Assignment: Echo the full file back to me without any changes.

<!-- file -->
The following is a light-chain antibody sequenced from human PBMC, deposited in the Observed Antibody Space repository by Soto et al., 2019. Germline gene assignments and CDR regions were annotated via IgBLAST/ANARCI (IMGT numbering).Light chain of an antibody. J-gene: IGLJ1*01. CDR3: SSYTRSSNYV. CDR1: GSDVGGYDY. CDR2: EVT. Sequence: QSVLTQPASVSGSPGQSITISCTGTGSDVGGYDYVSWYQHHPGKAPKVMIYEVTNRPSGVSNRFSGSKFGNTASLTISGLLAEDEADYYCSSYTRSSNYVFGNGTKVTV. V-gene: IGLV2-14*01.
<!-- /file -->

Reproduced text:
The following is a light-chain antibody sequenced from human PBMC, deposited in the Observed Antibody Space repository by Soto et al., 2019. Germline gene assignments and CDR regions were annotated via IgBLAST/ANARCI (IMGT numbering).Light chain of an antibody. J-gene: IGLJ1*01. CDR3: SSYTRSSNYV. CDR1: GSDVGGYDY. CDR2: EVT. Sequence: QSVLTQPASVSGSPGQSITISCTGTGSDVGGYDYVSWYQHHPGKAPKVMIYEVTNRPSGVSNRFSGSKFGNTASLTISGLLAEDEADYYCSSYTRSSNYVFGNGTKVTV. V-gene: IGLV2-14*01.